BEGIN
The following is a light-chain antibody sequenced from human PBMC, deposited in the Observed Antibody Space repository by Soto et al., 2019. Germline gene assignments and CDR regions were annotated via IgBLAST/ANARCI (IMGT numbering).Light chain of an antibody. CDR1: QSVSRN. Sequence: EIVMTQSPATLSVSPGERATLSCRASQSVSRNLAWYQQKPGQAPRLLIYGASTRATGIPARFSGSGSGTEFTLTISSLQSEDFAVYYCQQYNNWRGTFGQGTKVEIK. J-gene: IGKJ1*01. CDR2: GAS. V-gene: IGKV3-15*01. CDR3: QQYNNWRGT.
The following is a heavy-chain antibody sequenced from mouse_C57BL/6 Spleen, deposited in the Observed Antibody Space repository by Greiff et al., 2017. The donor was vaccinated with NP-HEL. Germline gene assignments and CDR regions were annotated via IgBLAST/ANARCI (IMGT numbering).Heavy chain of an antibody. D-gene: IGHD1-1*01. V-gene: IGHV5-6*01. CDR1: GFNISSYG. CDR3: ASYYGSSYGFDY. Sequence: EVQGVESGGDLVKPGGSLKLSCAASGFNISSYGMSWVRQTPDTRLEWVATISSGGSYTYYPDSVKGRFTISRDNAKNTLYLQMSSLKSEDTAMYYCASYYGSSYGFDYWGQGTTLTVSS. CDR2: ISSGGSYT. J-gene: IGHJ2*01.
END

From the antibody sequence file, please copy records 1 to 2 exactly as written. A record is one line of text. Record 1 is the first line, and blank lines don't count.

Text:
The following is a light-chain antibody sequenced from human PBMC, deposited in the Observed Antibody Space repository by Soto et al., 2019. Germline gene assignments and CDR regions were annotated via IgBLAST/ANARCI (IMGT numbering).Light chain of an antibody. CDR1: QSVSRN. Sequence: EIVMTQSPATLSVSPGERATLSCRASQSVSRNLAWYQQKPGQAPRLLIYGASTRATGIPARFSGSGSGTEFTLTISSLQSEDFAVYYCQQYNNWRGTFGQGTKVEIK. J-gene: IGKJ1*01. CDR2: GAS. V-gene: IGKV3-15*01. CDR3: QQYNNWRGT.
The following is a heavy-chain antibody sequenced from mouse_C57BL/6 Spleen, deposited in the Observed Antibody Space repository by Greiff et al., 2017. The donor was vaccinated with NP-HEL. Germline gene assignments and CDR regions were annotated via IgBLAST/ANARCI (IMGT numbering).Heavy chain of an antibody. D-gene: IGHD1-1*01. V-gene: IGHV5-6*01. CDR1: GFNISSYG. CDR3: ASYYGSSYGFDY. Sequence: EVQGVESGGDLVKPGGSLKLSCAASGFNISSYGMSWVRQTPDTRLEWVATISSGGSYTYYPDSVKGRFTISRDNAKNTLYLQMSSLKSEDTAMYYCASYYGSSYGFDYWGQGTTLTVSS. CDR2: ISSGGSYT. J-gene: IGHJ2*01.